2. Compare and contrast with the reaction of the UK government to the notion of Scottish independence. The idea of sending paramilitaries in to seize Scottish ballot boxes would be simply unthinkable.

    And the English are the bad guys???

  3. Yes, the referendum was unlikely to carry (40% support in polls). But it was clearly ruled illegal by the Spanish Supreme Court. Stopping it is a rule of law issue.

    Furthermore, if a Catalan secessionist PM can call a referendum whenever he wants, there’s nothing to prevent him from calling another one, and another one, and another one, until the voters “get it right”. Or seem to – the authority conducting the vote is not impartial. There are lots of ways to skew the vote to get a narrow majority for “secede”.

  4. Fair point on the rule of law. I don’t know of any country whose constitution has an “opt-out” clause. It certainly didn’t work out well for the American South when we tried it.

    I just think – as someone who has survived raising teenagers – that throwing a fit, embarrassing them in front of their friends, and yelling that they’re grounded forever isn’t a great way to deal with simmering rebellion.

    Madrid is acting as if they want a knock-down, drag-out fight. Maybe they do.

  5. It took a couple of generations to get over the Spanish Civil War of the 1930’s.

    This is an odd matter. The European Council on Foreign Affairs has a piece about this but it sounds like the “Remain ” argument with Brexit.

    The first myth is that the planned referendum would be a legitimate democratic process, approved by the Catalan Parliament and unfairly banned by the Spanish state.

    Yet the way the secession laws (“disconnection laws”) – that is, one law allowing for a referendum on independence and another on the “Legal Transition” (providing for the elements of an independent Catalan Republic) – were passed on September 6 was shockingly undemocratic.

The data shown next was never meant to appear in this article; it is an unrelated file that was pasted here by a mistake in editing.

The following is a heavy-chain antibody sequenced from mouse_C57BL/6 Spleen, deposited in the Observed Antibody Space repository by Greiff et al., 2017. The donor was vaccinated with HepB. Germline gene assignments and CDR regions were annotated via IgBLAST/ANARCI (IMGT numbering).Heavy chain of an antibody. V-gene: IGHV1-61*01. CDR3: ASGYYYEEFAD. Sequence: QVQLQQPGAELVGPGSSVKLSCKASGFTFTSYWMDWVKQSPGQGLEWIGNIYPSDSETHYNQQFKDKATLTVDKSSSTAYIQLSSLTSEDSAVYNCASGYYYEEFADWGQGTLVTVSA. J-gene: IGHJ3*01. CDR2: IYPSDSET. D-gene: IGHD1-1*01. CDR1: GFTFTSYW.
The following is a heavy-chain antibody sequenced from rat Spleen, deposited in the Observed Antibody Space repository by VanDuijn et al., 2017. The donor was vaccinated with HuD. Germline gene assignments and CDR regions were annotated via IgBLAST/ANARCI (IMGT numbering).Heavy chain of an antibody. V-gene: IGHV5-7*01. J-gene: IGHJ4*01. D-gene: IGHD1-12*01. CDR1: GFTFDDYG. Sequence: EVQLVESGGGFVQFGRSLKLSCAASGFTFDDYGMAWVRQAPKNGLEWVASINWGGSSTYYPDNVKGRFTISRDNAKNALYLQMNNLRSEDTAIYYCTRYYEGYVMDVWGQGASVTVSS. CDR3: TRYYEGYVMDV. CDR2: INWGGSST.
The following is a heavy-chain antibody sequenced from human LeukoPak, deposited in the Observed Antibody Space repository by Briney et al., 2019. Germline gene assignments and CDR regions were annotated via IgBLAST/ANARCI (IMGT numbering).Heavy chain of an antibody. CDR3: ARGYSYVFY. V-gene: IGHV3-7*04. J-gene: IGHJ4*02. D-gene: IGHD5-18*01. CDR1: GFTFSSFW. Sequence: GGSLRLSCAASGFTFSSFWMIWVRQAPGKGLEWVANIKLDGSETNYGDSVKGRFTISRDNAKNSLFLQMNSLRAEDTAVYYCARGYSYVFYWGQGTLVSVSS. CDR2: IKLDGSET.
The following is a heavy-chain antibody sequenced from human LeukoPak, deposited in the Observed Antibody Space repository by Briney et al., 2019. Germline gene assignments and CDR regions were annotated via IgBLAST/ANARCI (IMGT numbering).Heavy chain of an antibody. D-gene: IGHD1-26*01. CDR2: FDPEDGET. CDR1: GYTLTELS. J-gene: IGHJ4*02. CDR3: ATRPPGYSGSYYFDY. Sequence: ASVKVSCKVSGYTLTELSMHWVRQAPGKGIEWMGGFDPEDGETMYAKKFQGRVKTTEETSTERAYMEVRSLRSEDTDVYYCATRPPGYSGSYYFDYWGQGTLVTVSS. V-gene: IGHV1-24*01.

Madrid’s conservative government is a popular and easy target for virtue-signalling commentators who lack the nerve to take on the real contemporary Francos in Russia or Venezuela. But Spain is no USSR-like Goliath, nor is the Catalan government of Carles Puigdemont a pious, defenceless David.

    Modern Spain is a pluralistic democracy which ranks high on all recognized standards.

    and three The precedent of Kosovo has also been spearheaded by the Catalan government to buttress their claims of persecution. Thankfully for both Catalonia (a rich region) and the rest of Spain, the comparison with Milosevic’s Serbia and Yugoslavia in general does not hold: there has been no violent campaign of ethnic cleansing, no systematic discrimination leading to mass outflows of refugees, and not one previous international condemnation of Spain’s treatment of its Catalans.

    It’s an interesting argument and I have been in Barcelona but have no idea how to decide wjo is correct, if anyone is.

  6. Imagine if the South had decided to hold “non-binding” independence referendums in the 1930s, how well would that have gone over in the rest of the country?

    In other civil conflict news, I read an article in the paper about Mormon leadership reaffirming their stance on marriage, and they were referred to as a “conservative faith group” rather than, you know, a church or a religion. This is not going to end well.

  7. Imagine if the South had decided to hold “non-binding” independence referendums in the 1930s, how well would that have gone over in the rest of the country?

    By that time, I’m not sure. The South was awfully poor by then and the country was just entering the Depression.